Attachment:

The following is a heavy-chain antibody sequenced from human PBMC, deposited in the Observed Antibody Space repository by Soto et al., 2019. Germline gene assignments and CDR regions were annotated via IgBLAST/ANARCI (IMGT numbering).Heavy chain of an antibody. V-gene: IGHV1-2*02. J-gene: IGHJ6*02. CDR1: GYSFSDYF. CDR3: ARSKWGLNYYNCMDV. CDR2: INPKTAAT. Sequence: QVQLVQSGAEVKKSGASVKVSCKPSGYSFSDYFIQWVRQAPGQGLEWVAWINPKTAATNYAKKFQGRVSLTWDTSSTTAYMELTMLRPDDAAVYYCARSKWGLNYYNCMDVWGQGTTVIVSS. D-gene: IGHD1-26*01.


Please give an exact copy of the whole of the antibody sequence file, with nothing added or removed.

The following is a heavy-chain antibody sequenced from human PBMC, deposited in the Observed Antibody Space repository by Soto et al., 2019. Germline gene assignments and CDR regions were annotated via IgBLAST/ANARCI (IMGT numbering).Heavy chain of an antibody. V-gene: IGHV1-2*02. J-gene: IGHJ6*02. CDR1: GYSFSDYF. CDR3: ARSKWGLNYYNCMDV. CDR2: INPKTAAT. Sequence: QVQLVQSGAEVKKSGASVKVSCKPSGYSFSDYFIQWVRQAPGQGLEWVAWINPKTAATNYAKKFQGRVSLTWDTSSTTAYMELTMLRPDDAAVYYCARSKWGLNYYNCMDVWGQGTTVIVSS. D-gene: IGHD1-26*01.